Lester gave her a hug, and it smelled of the old days and the old Lester, the giant, barrel-chested pre-fatkins Lester. It took her back to a simpler time, when they’d had to worry about commercial competition, not police raids.
She hugged him back. He was all hard muscle and zero body-fat underneath his tight shirt. She’d never dated anyone that fit, not even back in high-school. It was a little disorienting, and it made her feel especially old and saggy sometimes, though he never seemed to notice.
Speaking of which, she felt his erection pressing against her midriff, and tried to hide her grin. “Gimme a couple hours, all right?”
She dialed the NJR editor’s number as she slid into her chair and pulled up a text-editor. She knew what she planned on writing, but it would help to be able to share an outline with the NJR if she was going to get this out in good time. Working with editors was a pain after years of writing for the blog, but sometimes you wanted someone else’s imprimatur on your work.
Five hours later, the copy was filed. She rocked back in her chair and stretched her arms high over her head, listening to the crackle of her spine. She’d been half-frozen by the air conditioning, so she’d turned it off and opened a window, and now the condo was hot and muggy. She stripped down to her underwear and headed for the shower, but before she could make it, she was intercepted by Lester.
He fell on her like a dog on dinner, and hours slipped by as they made the apartment even muggier. Lester’s athleticism in the sack was flattering, but sometimes boundless to the point of irritation. She was rescued from it this time by the doorbell.
Lester put on a bathrobe and answered the door, and she heard the sounds of the family Kettlewell spilling in, the kids’ little footfalls pounding up and down the corridors. Hurriedly, Suzanne threw on a robe and ducked across the corridor into the bathroom, but not before catching sight of Eva and Landon. Eva’s expression was grimly satisfied; Landon looked stricken. Fuck it, anyway. She’d never given him any reason to hope, and he had no business hoping.
Halfway through her shower, she heard someone moving around in the bathroom, and thinking it was Lester, she stuck her head around the curtain, only to find Ada on the pot, little jeans around her ankles. “I hadda make,” Ada said, with a shrug.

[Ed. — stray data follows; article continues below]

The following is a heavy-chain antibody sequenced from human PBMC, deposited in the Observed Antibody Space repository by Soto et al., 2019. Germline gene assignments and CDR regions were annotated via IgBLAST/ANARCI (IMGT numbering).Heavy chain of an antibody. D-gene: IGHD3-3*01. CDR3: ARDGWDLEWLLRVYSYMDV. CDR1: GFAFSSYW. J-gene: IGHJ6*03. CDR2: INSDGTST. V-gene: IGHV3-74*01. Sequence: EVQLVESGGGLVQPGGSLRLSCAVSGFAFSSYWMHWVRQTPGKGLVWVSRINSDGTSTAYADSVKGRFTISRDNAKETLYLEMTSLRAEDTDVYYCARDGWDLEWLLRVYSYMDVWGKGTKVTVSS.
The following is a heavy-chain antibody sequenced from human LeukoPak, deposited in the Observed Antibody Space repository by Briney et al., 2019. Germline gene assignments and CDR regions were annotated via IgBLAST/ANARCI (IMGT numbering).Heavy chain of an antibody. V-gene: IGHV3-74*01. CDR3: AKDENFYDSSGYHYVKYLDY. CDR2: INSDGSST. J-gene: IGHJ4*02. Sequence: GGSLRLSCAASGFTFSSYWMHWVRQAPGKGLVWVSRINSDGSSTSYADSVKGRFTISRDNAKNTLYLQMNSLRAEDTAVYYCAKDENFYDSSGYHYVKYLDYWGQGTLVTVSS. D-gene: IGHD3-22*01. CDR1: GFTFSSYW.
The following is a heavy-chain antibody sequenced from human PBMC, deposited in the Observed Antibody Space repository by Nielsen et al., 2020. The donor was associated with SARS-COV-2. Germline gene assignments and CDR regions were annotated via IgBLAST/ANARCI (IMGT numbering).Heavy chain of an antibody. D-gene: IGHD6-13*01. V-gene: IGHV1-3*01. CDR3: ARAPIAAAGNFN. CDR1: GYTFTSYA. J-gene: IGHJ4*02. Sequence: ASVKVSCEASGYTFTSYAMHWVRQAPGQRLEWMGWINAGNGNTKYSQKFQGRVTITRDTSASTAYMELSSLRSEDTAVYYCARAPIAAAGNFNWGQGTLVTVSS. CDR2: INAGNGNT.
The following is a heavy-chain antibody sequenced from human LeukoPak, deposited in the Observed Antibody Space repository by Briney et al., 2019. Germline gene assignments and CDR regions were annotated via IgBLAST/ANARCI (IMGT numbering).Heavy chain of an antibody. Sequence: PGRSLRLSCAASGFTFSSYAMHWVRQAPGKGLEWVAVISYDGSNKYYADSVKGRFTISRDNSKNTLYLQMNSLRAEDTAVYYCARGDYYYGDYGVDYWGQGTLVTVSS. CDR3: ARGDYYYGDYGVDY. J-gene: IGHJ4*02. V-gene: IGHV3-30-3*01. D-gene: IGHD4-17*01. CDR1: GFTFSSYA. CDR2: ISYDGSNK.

Christ. What was she doing back here, anyway? She’d missed it all so much from Petersburg. But she hadn’t really bargained for this. It was only a matter of time until Tjan showed up too, surely they’d be wanting a council of war after Freddy’s opening salvo.
She waited for the little girl to flush (ouch! hot water!) and got dressed as discreetly as possible.
By the time she got to the balcony where the council of war was under way, the two little girls, Lyenitchka and Ada, had gotten Pascal up on the sofa and were playing dress up with him, hot-gluing Barbie heads to his cheeks and arms and chubby knees, like vacantly staring warts.
“Do you like him?”
“I think he looks wonderful, girls. Is that glue OK for him, though?”
Ada nodded vigorously. “I’ve been gluing things to my brother with that stuff forever. Dad says it’s OK so long as I don’t put it in his eyes.”
“Your dad’s a smart man.”
“He’s in love with you,” Lyenitchka said, and giggled. Ada slugged her in the arm.
“That’s supposed to be a secret, stupid,” Ada said.
Flustered, Suzanne ducked out onto the patio and shut the door behind her. Eva and Tjan and Kettlewell all turned to look at her.
“Suzanne!” Tjan said. “Nice article.”
“Is it up already?”
“Yeah, just a couple minutes ago.” Tjan held up his phone. “I’ve got a watch-list for anything to do with Freddy that gets a lot of link-love in a short period. Your piece rang the cherries.”
She took the phone from him and looked at the list of links that had been found to the NJR piece. Three of the diggdots had picked up the story, since they loved to report on anything that made fun of Freddy—he was a frequent savager of their readers’ cherished beliefs, after all—and thence it had wormed its way all around the net. In the time she’d needed to take a shower, her story had been read by about three million people. She felt a twinge of regret for not publishing it on her blog — that would have been some serious advertising coin.
“Well, there you have it.”
“What do you suppose he’ll come back with?” Kettlewell said, then looked uncomfortably at Eva. She pretended not to notice, and continued to stare at the grimy Hollywood palms, swimming pools and freeways.
“Something nasty and full of lies, no doubt.”
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As part of the ongoing project of crafting Tor.com’s electronic edition of Makers, the author would like for readers to chime in with their favorite booksellers and stories about them in the comments sections for each piece of Makers, for consideration as a possible addition to a future edition of the novel.